I might add, that is not an isolated instance. So you see, supplying the necessary information and advocating caution is not always enough...that is why I usually insist that they have both an AV and AS (with real-time protection) installed.

Anyway, enough of that.....suffice to say that we can amicably agree to disagree

cheers now.....JIM

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Mindblower
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September 21, 2008 - 6:19 pm
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Great exchange of ideas. I recall one incident where someone d/l a file which simply DELETED most of the files in the root directory (when run). No suspicious code was used, so no program could detect the evil nature, since it was a simple instruction to DELETE files.

Going to safe places and not just clicking prior to reading is something all users need to practise, Mindblower!

"Light travels faster than sound;
That is why some people seem bright until you hear them speak"

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Chad Johnson
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September 21, 2008 - 6:45 pm
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Firefox with Adblock plus stops most of those malware "scanners".

I'm not sure REal time spyware apps would even catch that kind of malware. I hope I'm wrong, but too many users blindly click on Allow, so....~shrug~

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David Hartsock
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September 21, 2008 - 8:25 pm
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Of course [i:61lssxn3]everyone[/i:61lssxn3] allows Daves Computer Tips!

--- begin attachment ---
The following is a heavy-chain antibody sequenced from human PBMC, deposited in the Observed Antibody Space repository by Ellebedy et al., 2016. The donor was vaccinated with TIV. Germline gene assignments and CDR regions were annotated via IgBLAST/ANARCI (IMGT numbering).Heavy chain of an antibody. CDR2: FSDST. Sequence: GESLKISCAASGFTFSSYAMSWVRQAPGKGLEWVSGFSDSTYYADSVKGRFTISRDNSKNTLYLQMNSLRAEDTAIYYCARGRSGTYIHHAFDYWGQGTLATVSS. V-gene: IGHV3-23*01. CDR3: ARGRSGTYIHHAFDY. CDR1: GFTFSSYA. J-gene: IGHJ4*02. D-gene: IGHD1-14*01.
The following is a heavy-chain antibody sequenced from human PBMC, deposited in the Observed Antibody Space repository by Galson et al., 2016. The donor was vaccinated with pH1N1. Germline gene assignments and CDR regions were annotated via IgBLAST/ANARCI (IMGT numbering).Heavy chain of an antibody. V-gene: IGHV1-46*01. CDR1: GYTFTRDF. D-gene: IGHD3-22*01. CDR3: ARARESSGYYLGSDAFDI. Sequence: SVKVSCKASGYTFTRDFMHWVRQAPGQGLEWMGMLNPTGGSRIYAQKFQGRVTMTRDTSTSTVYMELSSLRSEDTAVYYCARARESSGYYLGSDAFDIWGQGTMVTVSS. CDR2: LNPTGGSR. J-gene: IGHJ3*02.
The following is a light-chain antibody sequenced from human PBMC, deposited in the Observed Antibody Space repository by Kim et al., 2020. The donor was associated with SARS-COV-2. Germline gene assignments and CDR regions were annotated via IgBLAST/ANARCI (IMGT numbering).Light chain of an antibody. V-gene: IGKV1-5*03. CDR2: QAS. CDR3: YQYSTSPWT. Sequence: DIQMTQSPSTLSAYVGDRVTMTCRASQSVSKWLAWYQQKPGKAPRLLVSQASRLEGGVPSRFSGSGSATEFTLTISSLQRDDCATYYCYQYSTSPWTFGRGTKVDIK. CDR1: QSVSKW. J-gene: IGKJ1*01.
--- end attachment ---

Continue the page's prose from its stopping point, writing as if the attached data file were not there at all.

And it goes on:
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SEGMAT
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September 26, 2008 - 11:31 pm
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Hi all,

My opinion on these things is that realtime scanners are probably better, I know that this is going back to the beginning of the discussion and sort of leaving the way it went, but at the beginning we were talking about realtime and the free apps and all that. I run Avast and Windows Defender. I have Defender scan my computer every night (it's on anyway, it might as well be doing something) and Avast is usually run about every week or so. I don't use Spybot anymore because I don't use IE and Spybot is really useful for IE users but not as much for the rest of us (at least in terms of realtime stuff). I don't use things like Adaware, or SuperAntiSpyware or A-Squared or any of those other programs anymore. It gets too annoying to be running all sorts of manual scans all the time, I think that simply being smart when you use a computer, along with a few realtime protection programs is good enough for just about everyone (expect the kind of people that were talked about earlier that click on popup ads all the time!).

My one question is for Ziggie... you said that you don't use realtime virus protection even. What do you use? I'm curious actually because I had even thought of doing the same thing at one point and simply using either ClamAV or BitDefender Free to scan my machine periodically. Also, you recommend AVG Free, and I would ask why... in light of the new release which clearly is Grisoft's attempt at forcing people to pay for their product, I use and recommend Avast to everyone. I'm not challenging you here or trying to be mean or anything, I'm just curious.